Title:
Fencing blade
United States Patent 5322277
Abstract:
A fencing blade is described comprising a substantially planar elongate strip having at least a portion thereof shaped to be non-planar in cross-section. In a preferred embodiment of the invention, a foil or sabre type blade is made from a planar, tapering, elongate steel billet pressed into a `U` or `V` shape along substantially two thirds of its length, the remaining one third of the blade being left flat. The blade may be formed of separate tang/shoulder and blade sections, which may be releaseably or permanently connected together.


Inventors:
Paul, Barry R. (London, GB2)
Paul, Raymond (London, GB2)
Application Number:
08/018248
Publication Date:
06/21/1994
Filing Date:
02/16/1993
Assignee:
Leon Paul Equipment Company Limited (London, GB2)
Primary Class:
Other Classes:
30/346, 30/356, 72/362, 482/12
International Classes:
F41B13/02; (IPC1-7): A63B69/02; F41B13/02
Field of Search:
273/57.3, 482/12, 30/346, 30/349, 30/351, 30/353, 30/356, 29/17.1, 72/362
View Patent Images:
US Patent References:
4890390Sword blade1990-01-02Begon30/346
4817942Safety fencing sword1989-04-04Begon482/12
4752076Apparatus for providing entertainment and methods of using same1988-06-21Gelinas, Jr.273/318
2294026Fencing foil1942-08-25Tuscan273/57.3
Foreign References:
FR2515332A11983-04-29
FR2649476A11991-01-11
WO1986006824A11986-11-20SAFETY FENCING SWORD
GB2129315A1984-05-16482/12
GB2191709A1987-12-23
Primary Examiner:
Grieb, William H.
Attorney, Agent or Firm:
Dennison, Meserole, Pollack & Scheiner
Claims:
We claim:

1. A fencing blade comprising a substantially planar elongate strip tapering in width along its substantive length, said strip having at least a portion of its length bent over and forming a substantially V-shaped or U-shaped cross-section along said portion, said strip having a wall thickness which is substantially uniform along the length thereof, including along said bent portion.

2. A blade as claimed in claim 1, wherein the elongate strip is shaped to be substantially V-shaped or U-shaped in crosssection along substantially its entire length.

3. A blade as claimed in claim 1, wherein said bent cross-section extends to one end of said elongate strip, said blade further comprising a separate tang and shoulder region, and wherein the shoulder region has a shape complementary to said bent cross-section of said strip at said one end to securably receive said one end of the elongate strip.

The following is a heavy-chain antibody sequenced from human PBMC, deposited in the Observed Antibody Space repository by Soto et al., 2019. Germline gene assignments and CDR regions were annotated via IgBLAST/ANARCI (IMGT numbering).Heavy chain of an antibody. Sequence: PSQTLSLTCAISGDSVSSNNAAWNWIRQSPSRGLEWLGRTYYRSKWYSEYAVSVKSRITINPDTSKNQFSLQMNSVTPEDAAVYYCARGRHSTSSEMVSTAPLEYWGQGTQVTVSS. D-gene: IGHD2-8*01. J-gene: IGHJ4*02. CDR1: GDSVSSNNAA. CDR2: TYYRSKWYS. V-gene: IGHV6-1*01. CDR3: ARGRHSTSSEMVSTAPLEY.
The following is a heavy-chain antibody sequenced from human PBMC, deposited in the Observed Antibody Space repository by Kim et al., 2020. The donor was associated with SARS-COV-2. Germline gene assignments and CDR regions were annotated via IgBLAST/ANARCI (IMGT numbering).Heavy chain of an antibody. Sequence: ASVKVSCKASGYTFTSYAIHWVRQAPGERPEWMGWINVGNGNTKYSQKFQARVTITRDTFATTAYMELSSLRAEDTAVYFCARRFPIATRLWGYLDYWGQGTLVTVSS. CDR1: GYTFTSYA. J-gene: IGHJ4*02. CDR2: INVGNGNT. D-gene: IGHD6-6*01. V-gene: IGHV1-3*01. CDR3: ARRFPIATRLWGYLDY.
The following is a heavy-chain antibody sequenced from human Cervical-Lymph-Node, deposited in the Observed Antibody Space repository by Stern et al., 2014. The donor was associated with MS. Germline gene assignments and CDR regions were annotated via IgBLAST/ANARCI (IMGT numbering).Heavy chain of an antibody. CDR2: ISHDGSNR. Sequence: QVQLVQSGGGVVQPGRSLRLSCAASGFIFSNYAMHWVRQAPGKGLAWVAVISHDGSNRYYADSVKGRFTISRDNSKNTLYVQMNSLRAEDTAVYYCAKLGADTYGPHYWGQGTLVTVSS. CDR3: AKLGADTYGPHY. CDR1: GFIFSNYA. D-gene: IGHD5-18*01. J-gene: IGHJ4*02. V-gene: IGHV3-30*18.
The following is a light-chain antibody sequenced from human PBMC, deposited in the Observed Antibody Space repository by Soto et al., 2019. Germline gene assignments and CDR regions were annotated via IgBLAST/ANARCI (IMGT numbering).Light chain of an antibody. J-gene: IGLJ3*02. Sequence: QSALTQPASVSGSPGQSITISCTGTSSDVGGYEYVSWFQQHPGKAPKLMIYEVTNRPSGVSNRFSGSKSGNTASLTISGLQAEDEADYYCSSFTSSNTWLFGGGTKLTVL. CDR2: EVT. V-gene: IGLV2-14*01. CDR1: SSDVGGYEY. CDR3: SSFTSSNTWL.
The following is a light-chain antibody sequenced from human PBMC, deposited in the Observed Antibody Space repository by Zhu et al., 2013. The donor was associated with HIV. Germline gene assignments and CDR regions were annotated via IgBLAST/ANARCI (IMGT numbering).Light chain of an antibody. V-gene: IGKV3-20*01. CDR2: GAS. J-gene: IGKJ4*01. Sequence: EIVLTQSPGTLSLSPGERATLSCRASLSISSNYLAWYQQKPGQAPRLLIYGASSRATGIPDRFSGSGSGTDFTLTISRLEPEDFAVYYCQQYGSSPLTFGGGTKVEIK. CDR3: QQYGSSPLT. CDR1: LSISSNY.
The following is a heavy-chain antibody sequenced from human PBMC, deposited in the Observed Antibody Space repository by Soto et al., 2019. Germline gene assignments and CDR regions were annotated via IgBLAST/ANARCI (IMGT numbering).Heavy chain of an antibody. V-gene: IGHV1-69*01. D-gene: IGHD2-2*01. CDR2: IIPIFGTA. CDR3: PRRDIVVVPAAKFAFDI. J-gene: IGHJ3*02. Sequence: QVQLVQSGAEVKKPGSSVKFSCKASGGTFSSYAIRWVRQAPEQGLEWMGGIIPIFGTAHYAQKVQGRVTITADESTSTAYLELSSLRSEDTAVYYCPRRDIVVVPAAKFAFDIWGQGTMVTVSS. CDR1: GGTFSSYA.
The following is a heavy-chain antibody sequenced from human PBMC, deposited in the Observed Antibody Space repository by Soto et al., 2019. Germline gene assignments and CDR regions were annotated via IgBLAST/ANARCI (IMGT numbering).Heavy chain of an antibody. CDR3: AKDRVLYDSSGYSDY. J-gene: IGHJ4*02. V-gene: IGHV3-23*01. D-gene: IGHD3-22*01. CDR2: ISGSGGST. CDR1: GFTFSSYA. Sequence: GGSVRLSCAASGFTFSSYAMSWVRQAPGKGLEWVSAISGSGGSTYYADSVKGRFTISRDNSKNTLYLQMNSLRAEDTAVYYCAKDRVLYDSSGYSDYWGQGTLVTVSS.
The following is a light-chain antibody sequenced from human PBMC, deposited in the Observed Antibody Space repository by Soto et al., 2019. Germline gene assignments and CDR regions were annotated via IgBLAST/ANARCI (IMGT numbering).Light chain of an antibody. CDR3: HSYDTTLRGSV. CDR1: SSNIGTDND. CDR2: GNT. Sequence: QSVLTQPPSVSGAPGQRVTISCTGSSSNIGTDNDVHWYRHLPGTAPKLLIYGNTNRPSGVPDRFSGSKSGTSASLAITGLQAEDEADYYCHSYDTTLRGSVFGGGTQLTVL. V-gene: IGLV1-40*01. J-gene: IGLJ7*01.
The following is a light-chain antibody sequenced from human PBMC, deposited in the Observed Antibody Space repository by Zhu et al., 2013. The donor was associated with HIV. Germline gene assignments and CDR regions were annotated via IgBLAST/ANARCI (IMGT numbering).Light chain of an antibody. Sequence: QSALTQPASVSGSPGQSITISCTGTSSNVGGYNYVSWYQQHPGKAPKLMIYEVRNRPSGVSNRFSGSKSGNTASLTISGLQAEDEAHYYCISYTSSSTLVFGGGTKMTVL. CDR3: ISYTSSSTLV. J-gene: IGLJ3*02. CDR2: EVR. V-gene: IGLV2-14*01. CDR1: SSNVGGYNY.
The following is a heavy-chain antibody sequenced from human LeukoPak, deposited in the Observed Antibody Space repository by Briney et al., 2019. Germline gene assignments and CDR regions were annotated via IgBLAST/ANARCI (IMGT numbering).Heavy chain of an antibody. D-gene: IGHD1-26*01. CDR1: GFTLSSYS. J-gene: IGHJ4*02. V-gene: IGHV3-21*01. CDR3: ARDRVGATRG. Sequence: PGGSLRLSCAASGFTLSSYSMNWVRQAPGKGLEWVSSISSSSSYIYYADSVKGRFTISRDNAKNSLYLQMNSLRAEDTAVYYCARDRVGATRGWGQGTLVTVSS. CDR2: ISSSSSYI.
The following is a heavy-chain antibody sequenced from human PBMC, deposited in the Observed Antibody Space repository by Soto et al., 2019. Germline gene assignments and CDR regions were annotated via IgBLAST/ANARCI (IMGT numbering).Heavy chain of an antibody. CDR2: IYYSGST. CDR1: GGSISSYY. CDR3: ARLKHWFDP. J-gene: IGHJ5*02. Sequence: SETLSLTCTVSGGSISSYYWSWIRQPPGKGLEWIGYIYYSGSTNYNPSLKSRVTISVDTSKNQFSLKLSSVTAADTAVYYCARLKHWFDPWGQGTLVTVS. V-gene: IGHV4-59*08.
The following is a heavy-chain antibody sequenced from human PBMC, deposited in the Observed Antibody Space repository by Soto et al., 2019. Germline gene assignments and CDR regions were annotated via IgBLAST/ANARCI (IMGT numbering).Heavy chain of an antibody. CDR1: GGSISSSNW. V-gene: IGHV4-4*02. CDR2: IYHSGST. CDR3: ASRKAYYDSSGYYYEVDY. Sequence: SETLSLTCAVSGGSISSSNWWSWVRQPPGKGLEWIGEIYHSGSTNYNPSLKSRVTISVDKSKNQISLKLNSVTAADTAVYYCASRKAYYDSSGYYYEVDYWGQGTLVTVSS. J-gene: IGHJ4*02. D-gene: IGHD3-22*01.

4. A blade as claimed in claim 3, further comprising securing means for releasably securing the elongate strip to the shoulder region.

5. A blade as claimed in claim 4, wherein the elongate strip is shaped to be substantially V-shaped or U-shaped in cross-section along substantially two thirds of its length.

6. A fencing blade comprising two main parts in which an integral tang and shoulder region is one part and a blade formed from a billet. comprising an elongate tapered strip cut from a sheet of constant thickness is the other part, said strip being shaped to a substantially V-shaped or U-shaped cross section for at least a portion of its working length, the wall thickness of said strip being substantially uniform along its entire length including said portion of substantially V-shaped or U-shaped cross-section.

Description:

BACKGROUND OF THE INVENTION

The present invention relates to the field of fencing blades, and in particular to improvements in blades used in the sport of fencing.

Prior art fencing blades are forged down from a single piece large diameter billet and are manufactured to ensure a degree of stiffness along their length between predetermined minimum and maximum limits.

A typical prior art fencing blade used in the sport of fencing has a handle end (the tang) formed into a 6 mm diameter round section followed by a short square section approximately 6.25 mm×6.25 mm. The tang is machined to take a hand guard, a handle and a nut or pommel that holds these parts onto the tang. The square part of the tang is formed to become a shoulder against which the guard is locked. The shoulder region is approximately 100 mm2 in square cross-section nearest the tang and, over a distance of generally between 30 and 100 mm, tapers down to a cross-sectional area of approximately 36 mm2. Then begins the working part of the blade, which tapers down to the tip to a cross-sectional area of between 7 mm2 and 12 mm2. This basic layout is common to all three types of blades presently used for fencing, namely epees, foils and sabres. Terms commonly used to identify areas of the blade are, starting from the handle end, Tang (soie), Shoulder (talon), Strong (forte) , Middle (moyenne) , Weak (foible) and Tip (point) .